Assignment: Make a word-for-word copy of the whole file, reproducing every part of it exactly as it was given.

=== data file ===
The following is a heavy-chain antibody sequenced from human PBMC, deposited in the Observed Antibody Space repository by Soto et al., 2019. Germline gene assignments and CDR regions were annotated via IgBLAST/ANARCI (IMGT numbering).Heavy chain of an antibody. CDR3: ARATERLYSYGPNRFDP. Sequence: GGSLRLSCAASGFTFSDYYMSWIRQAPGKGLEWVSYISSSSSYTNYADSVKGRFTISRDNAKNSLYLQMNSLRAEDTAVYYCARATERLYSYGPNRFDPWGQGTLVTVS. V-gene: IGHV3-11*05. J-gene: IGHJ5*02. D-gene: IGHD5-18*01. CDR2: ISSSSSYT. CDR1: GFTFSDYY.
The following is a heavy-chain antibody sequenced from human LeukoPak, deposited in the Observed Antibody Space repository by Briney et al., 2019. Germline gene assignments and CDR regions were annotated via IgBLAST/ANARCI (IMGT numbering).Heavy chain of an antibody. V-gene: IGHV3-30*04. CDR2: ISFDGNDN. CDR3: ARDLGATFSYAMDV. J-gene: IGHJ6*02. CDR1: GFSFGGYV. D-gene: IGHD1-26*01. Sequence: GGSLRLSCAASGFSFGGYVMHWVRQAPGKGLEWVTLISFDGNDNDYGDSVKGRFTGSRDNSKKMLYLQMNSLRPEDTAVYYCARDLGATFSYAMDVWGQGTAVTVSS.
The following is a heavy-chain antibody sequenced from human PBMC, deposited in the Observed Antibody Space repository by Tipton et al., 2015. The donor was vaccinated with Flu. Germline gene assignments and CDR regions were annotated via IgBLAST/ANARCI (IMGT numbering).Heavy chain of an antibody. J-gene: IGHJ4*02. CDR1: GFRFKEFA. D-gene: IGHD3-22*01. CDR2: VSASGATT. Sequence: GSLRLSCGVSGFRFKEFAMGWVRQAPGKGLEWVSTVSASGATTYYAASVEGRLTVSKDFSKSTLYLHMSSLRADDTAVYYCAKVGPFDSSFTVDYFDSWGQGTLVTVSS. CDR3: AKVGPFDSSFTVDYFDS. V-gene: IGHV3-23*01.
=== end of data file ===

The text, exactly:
The following is a heavy-chain antibody sequenced from human PBMC, deposited in the Observed Antibody Space repository by Soto et al., 2019. Germline gene assignments and CDR regions were annotated via IgBLAST/ANARCI (IMGT numbering).Heavy chain of an antibody. CDR3: ARATERLYSYGPNRFDP. Sequence: GGSLRLSCAASGFTFSDYYMSWIRQAPGKGLEWVSYISSSSSYTNYADSVKGRFTISRDNAKNSLYLQMNSLRAEDTAVYYCARATERLYSYGPNRFDPWGQGTLVTVS. V-gene: IGHV3-11*05. J-gene: IGHJ5*02. D-gene: IGHD5-18*01. CDR2: ISSSSSYT. CDR1: GFTFSDYY.
The following is a heavy-chain antibody sequenced from human LeukoPak, deposited in the Observed Antibody Space repository by Briney et al., 2019. Germline gene assignments and CDR regions were annotated via IgBLAST/ANARCI (IMGT numbering).Heavy chain of an antibody. V-gene: IGHV3-30*04. CDR2: ISFDGNDN. CDR3: ARDLGATFSYAMDV. J-gene: IGHJ6*02. CDR1: GFSFGGYV. D-gene: IGHD1-26*01. Sequence: GGSLRLSCAASGFSFGGYVMHWVRQAPGKGLEWVTLISFDGNDNDYGDSVKGRFTGSRDNSKKMLYLQMNSLRPEDTAVYYCARDLGATFSYAMDVWGQGTAVTVSS.
The following is a heavy-chain antibody sequenced from human PBMC, deposited in the Observed Antibody Space repository by Tipton et al., 2015. The donor was vaccinated with Flu. Germline gene assignments and CDR regions were annotated via IgBLAST/ANARCI (IMGT numbering).Heavy chain of an antibody. J-gene: IGHJ4*02. CDR1: GFRFKEFA. D-gene: IGHD3-22*01. CDR2: VSASGATT. Sequence: GSLRLSCGVSGFRFKEFAMGWVRQAPGKGLEWVSTVSASGATTYYAASVEGRLTVSKDFSKSTLYLHMSSLRADDTAVYYCAKVGPFDSSFTVDYFDSWGQGTLVTVSS. CDR3: AKVGPFDSSFTVDYFDS. V-gene: IGHV3-23*01.